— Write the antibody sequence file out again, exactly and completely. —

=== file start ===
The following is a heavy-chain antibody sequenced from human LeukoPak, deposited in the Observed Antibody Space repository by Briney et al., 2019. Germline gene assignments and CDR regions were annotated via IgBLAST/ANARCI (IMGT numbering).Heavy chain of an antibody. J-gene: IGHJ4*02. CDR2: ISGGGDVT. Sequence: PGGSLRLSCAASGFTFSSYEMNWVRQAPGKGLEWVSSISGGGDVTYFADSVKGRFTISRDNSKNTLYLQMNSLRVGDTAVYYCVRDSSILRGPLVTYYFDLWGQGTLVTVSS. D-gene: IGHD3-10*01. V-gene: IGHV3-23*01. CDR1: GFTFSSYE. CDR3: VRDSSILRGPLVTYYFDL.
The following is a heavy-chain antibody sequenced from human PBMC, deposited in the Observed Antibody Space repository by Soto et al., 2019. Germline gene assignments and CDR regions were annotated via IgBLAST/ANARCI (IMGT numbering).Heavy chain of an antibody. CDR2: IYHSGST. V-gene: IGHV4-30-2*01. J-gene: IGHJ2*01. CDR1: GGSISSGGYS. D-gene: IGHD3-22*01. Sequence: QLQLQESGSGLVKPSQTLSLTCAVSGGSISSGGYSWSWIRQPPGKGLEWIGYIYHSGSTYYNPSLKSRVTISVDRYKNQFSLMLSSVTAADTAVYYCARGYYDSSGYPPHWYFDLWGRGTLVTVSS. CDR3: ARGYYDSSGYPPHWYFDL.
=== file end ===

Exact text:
The following is a heavy-chain antibody sequenced from human LeukoPak, deposited in the Observed Antibody Space repository by Briney et al., 2019. Germline gene assignments and CDR regions were annotated via IgBLAST/ANARCI (IMGT numbering).Heavy chain of an antibody. J-gene: IGHJ4*02. CDR2: ISGGGDVT. Sequence: PGGSLRLSCAASGFTFSSYEMNWVRQAPGKGLEWVSSISGGGDVTYFADSVKGRFTISRDNSKNTLYLQMNSLRVGDTAVYYCVRDSSILRGPLVTYYFDLWGQGTLVTVSS. D-gene: IGHD3-10*01. V-gene: IGHV3-23*01. CDR1: GFTFSSYE. CDR3: VRDSSILRGPLVTYYFDL.
The following is a heavy-chain antibody sequenced from human PBMC, deposited in the Observed Antibody Space repository by Soto et al., 2019. Germline gene assignments and CDR regions were annotated via IgBLAST/ANARCI (IMGT numbering).Heavy chain of an antibody. CDR2: IYHSGST. V-gene: IGHV4-30-2*01. J-gene: IGHJ2*01. CDR1: GGSISSGGYS. D-gene: IGHD3-22*01. Sequence: QLQLQESGSGLVKPSQTLSLTCAVSGGSISSGGYSWSWIRQPPGKGLEWIGYIYHSGSTYYNPSLKSRVTISVDRYKNQFSLMLSSVTAADTAVYYCARGYYDSSGYPPHWYFDLWGRGTLVTVSS. CDR3: ARGYYDSSGYPPHWYFDL.